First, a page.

Technically, BAT is a cryptocurrency token based on Ethereum, which means it can be used by any other party, not only Brave, and it can be also traded.


My favourite is LiberaPay which is both an open-source project and its own instance that is entirely funded by donations. LiberaPay, such as any other donation websites (PayPal, Patreon etc) make it easy to donate micropayment donations to websites you like by simplifying the payment and pay-out burden for both sides.

Popular open-source projects such as F-Droid, FreeCAD, MicroG etc are receiving hundreds of dollars per week each through LiberaPay from hundreds of donors, each paying very small donations on average. For example, LiberaPay itself receives €360 per week but it’s over 950 people who donate, so each of them donates less than €0.40 per week.

The service provided by LiberaPay here makes perfect sense — it wouldn’t make any sense to set up SEPA bank transfers or debit card payments for amounts such as weekly €0.40, as the transational costs would exceed the donation amount. This money streaming service offers economic benefit as well as some kind of privacy relay.


While cryptocurrencies such as Bitcoin and Ethereum were initially created with the intention of using them for payments and e-commerce, as of 2021 nobody is really using them for this purpose. It doesn’t make much sense to buy good for a currency so volatile that the item costs $200 when you add it to the basked, then $150 when you click check-out button and then $250 when you actually initiate the payment.

In Ethereum ecosystem the problem of volatility has been solved by “stablecoins” whose exchange rate is kept constant to a selected fiat currency using various techniques. One of them is DAI which keeps the exchange rate using quite clever financial mechanism operating entirely as Ethereum decentralised organisation.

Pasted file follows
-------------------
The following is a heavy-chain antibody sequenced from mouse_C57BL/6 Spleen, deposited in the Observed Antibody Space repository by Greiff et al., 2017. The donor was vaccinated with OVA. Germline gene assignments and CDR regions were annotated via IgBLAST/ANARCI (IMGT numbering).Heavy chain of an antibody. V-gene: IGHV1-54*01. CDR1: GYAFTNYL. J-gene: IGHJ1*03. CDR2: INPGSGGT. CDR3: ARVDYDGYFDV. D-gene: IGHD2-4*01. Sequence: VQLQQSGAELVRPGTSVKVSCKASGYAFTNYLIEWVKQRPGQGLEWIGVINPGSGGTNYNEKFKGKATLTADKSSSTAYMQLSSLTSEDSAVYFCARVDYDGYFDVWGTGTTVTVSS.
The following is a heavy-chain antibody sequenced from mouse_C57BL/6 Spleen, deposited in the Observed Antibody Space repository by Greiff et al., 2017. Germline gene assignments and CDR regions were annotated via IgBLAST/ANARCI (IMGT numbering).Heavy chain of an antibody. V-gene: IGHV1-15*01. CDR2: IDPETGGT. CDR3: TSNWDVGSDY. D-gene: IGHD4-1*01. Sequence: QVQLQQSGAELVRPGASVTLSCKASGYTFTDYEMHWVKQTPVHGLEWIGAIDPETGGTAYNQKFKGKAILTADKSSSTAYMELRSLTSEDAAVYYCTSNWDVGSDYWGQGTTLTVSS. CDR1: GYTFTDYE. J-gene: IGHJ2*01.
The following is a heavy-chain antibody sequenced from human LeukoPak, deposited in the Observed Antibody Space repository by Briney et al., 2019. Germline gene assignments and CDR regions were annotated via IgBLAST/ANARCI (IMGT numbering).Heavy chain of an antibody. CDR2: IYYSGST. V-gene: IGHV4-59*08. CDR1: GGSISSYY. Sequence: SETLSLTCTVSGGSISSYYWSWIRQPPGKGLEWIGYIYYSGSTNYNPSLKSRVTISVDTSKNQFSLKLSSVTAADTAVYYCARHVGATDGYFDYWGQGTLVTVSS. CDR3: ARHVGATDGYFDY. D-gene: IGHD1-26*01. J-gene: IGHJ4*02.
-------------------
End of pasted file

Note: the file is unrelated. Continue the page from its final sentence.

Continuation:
I have been using playing with DAI a lot a couple of years ago and with a browser extension such as MetaMask the user experience was actually great. A payment took under a minute, transactional costs were negligible and transaction of $100 made with DAI was worth exactly that now and then. Back in 2018 it indeed looked like a great way to do micro-payments and finally one that was also user-friendly.

$23 transaction price for a $0 Ethereum transfer

Things started looking less optimistic as the Ethereum network started getting increasingly busy and even tiniest transactions got quite expensive. The screenshot above shows an Ethereum transaction to modify an .eth domain record where there’s no actual fee, but the transactional cost of the change operation on blockchain is equivalent to $23. Which, of course, makes the whole operation nonsense.

Of course, there’s a lot of innovation going on overcoming these but this effectively means we’re back to the starting point in terms of technology maturity and usability.

Is any of these prospective?

Certainly yes.

The only possible drawback may come from the other side: some mainstream advertising networks use exclusive agreements to prevent publishers who earn from them from engaging with any other publisher.

If you are not bound by such agreement, any website can today use Web Monetization and register with Brave Publishers. The biggest advantage of these two is that they do not come bundled with any committment: the registration doesn’t involve adding any third-party code apart from a single DNS entry for domain ownership validation (BAT) or a single HTML <meta> with identifier (WM).

Find me on Fediverse, feel free to comment! See how